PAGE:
Fresh harvests from Kenya have finally started arriving! When we heard an Othaya Gura was gonna be an early arrival, we snatched it up. The Gura washing station has always been a top performer, which is saying a lot for the world-renowned coffees of Nyeri. This year’s crop was so good Royal Coffee made it a Crown Jewel selection! Now I know what you’re thinking, “Double Washed” must mean this coffee is clean, crisp and super balanced, right? Think again, my friend. In this context, double washed means it has been fermented for 15 hours prior to a second washing, resulting in a heavy hitting cup that’s complex, flavorful and energetic.
When I drink this coffee, the first word that pops in my mind is “exotic”. Like walking through a bustling market in a Far East metropolis with the intoxicating scent of fresh flowers, spices and ripe fruit mingling in the air. The aroma is thick and heady with notes of jasmine and turmeric, smells that translate well into the cup. Next we tasted notes of fresh lime zest, juicy sweet plum and pear just to name a few. The finish is once again spicy and floral, but not earthy and wild. It feels intentional and elegant, like a perfectly spiced dish. I wouldn’t classify this coffee as “intense”, instead I think “energetic” is far more accurate.
Reminder! This coffee is raw, you must roast it before brewing
Arrival Date: July 20th, 2022. US Arrival: July, 2022, packed in GrainPro
Acidity & Brightness: Bright and sweet
Balance & Finish: Fairly complex with a dry, floral finish
Body & Texture: Full bodied, smooth and silky
Flavors: Plum, pear, lime, jasmine and turmeric
Grade: Grade AA, grown at 1700 – 1890 masl
Processing: Double Washed: Pulped then fermented for 15 hours. Soaked in fresh water for 16hrs, cleaned and sorted in grading channels, dried on Raised beds for 14 - 21 days
Grower: 500 producers organized around the Gura Factory
Region: Othaya, Nyeri County, Kenya
Varieties: SL28, SL34, Ruiru 11, and Batian
Recommended Roast Range: City+ to Full City+ (Light-medium to medium-dark)
We like this coffee best at Full Medium but you can go a little lighter or darker depending on the flavors you want to accent. Lighter roasts will have more lime and citrus acidity as well as more emphasis on florality. While we rarely recommend darker roasts with Kenyan coffees, this one seems to handle it surprisingly well. According to Evan Gilman at Royal Coffee “rather than having dry distillation notes or a rough finish, this coffee just got stickier and sweeter with more development time!” Click here for more roast notes from Royal.
Royal Coffee - "Mt. Kenya, at the helm of Kenya’s Central Province, is the second tallest peak on the continent of Africa and a commanding natural presence. The mountain itself is a single point inside a vast and surreal thicket of ascending national forest and active game protection communities. The central counties of Kenya extend from the center of the national park like six irregular pie slices, with their points meeting at the peak of the mountain. Many believe the best coffees in Kenya, often the world, are crafted in the wet, high elevation communities with mineral-rich soil that reside just along the lower edge of these forests. Nyeri is perhaps the most well-known of these central counties. Kenya’s coffee sector is dominated by a cooperative system of production whose members vote on representation, marketing, and milling contracts for their coffee, as well as profit allocation.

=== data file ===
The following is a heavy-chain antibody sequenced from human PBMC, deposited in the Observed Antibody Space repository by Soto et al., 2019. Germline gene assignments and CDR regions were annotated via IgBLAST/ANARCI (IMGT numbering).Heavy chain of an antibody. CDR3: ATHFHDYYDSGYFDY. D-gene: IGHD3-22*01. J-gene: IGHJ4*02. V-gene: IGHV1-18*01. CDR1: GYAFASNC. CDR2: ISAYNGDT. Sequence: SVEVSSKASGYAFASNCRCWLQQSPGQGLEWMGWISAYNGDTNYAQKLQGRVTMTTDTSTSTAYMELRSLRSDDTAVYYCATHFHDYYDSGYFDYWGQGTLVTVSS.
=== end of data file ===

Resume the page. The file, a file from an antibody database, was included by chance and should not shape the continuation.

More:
Othaya Farmers Cooperative Society, the umbrella organization that includes Gura Factory, is one of Kenya’s larger societies, with 19 different factories and more than 14,000 farmer members across the southern Nyeri region. The Gura Factory has 500 members actively harvesting and delivering to the processing center. The factory’s total parchment production was around 135,000 kgs this past harvest, meaning the average member of Gura is farming enough coffee fruit for about 4 bags of exportable green coffee. Othaya Farmer Cooperative Society is one of key member societies of the Kenya Cooperative Coffee Exporters (KCCE) organization.
Kenya is of course known for some of the most meticulous at-scale processing found anywhere in the world. Bright white parchment, nearly perfectly sorted by density and bulk conditioned at high elevations, is the norm, and a matter of pride even for generations of Kenyan processing managers who prefer drinking Kenya’s tea, which is abundantly farmed in nearby Muranga county. Ample water supply in the central growing regions has historically allowed factories to wash, and wash, and soak, and wash their coffees again entirely with fresh, cold river water.
Gura typically ferments for 15 hours. After fermentation is complete, the decomposed mucilage is scrubbed away and the clean parchment soaks in a fresh water bath for another 16 hours. The parchment is then graded by density and sent to the drying tables, where it will stay for 2-3 weeks depending on the climate. After drying is complete the coffee is stored on site and eventually delivered to the Othaya dry mill for grading and a final density sort. The established milling and sorting by grade, or bean size, is a longstanding tradition and positions Kenya coffees well for roasters, by tightly controlling the physical preparation and creating a diversity of profiles from a single processing batch.”